The post-operative rehabilitation of an ACL reconstruction is something that many sports physiotherapists perform on a daily basis. Many will know that muscular atrophy is quite common; particularly affecting the quadriceps, hamstrings and triceps surae. In fact, quadriceps atrophy and strength will often exceed 20% during the first three months (Nicholas et al., 2001). Therefore, we see post-operative rehabilitation protocols focusing on quick restoration of the patients muscle function and strength. Thus, we are often quick to, and appropriately so, prescribe exercises. However, this article will discuss the potential for the additional clinical benefits of electrical muscle stimulation (electro-stimulation)
Groin pain is a common complaint in sports involving running, kicking and explosive changes of direction, and as such is frequently encountered by the sports physiotherapist. In soccer, groin and lower abdominal pain accounts for 10-13% of injuries per year. However, due to the number of potential differential diagnoses for athletes with chronic pain in the groin and lower abdominal region only a small proportion of athletes are eventually diagnosed with athletic pubalgia (sports hernias). Athletic pubalgia is a poorly understood disease process and it is imperative that athletes with the condition are managed appropriately as the symptoms can eventually limit the athlete’s participation in training and playing.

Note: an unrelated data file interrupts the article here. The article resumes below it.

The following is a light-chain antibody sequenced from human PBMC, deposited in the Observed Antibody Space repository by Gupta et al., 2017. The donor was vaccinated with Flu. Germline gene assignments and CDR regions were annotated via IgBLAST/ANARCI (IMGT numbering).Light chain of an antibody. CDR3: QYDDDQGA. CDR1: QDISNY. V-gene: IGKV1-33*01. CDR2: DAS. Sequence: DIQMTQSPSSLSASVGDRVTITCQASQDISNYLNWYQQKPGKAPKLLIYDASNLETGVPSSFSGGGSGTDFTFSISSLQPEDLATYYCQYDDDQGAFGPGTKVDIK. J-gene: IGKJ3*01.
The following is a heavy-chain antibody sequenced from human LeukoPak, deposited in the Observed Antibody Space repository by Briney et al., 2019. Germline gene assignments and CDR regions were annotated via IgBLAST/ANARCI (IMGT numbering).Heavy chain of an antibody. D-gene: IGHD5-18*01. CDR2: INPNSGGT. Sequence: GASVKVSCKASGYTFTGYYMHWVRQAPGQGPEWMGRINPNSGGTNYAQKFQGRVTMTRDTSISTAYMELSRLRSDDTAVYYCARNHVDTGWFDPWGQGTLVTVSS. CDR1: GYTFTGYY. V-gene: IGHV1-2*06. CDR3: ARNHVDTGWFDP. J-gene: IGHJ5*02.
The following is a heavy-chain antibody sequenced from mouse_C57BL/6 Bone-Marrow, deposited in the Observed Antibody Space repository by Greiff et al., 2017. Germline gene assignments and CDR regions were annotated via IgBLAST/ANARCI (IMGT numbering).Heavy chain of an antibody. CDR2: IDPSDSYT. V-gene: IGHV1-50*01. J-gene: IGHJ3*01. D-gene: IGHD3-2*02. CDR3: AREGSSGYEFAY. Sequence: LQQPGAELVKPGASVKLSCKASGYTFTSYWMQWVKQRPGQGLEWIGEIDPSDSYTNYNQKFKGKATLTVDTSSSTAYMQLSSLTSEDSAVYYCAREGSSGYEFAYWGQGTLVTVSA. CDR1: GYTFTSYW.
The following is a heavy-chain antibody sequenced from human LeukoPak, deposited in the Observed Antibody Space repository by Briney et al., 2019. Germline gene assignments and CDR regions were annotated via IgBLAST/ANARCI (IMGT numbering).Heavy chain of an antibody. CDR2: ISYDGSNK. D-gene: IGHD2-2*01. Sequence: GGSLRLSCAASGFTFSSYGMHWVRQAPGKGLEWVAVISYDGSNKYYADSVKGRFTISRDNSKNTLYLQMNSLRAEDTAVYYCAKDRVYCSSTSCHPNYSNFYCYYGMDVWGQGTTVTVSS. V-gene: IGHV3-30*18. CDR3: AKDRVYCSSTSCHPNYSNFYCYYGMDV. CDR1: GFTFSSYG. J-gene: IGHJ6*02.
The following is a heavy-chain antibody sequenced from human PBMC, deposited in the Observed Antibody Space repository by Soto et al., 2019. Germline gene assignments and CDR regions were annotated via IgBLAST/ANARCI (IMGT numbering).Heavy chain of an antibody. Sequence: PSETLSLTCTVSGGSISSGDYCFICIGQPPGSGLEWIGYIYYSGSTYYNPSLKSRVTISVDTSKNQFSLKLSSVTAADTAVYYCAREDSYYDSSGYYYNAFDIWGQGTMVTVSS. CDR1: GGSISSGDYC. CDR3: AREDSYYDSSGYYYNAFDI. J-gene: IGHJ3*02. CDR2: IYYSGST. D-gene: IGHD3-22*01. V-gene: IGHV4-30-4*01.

In this episode of the podcast I interview Jonathan Mulford. Dr Mulford is an Orthopaedic Surgeon who specialises in all aspects of knee surgery. He graduated from the University of Tasmania with Honours in 1995, and completed his orthopaedic training in Sydney in 2005. In addition to his clinical work he has a strong interest in clinical research, and has just authored a systematic review on the use of the LARS ligament.
In the previous article (see below) we discussed the MACI procedure including a rough guideline for physiotherapy rehabilitation following the surgery. In this article we will expand on this idea and discuss the mid-term outcomes of the surgery, including that which we are all interested in; return to play outcomes.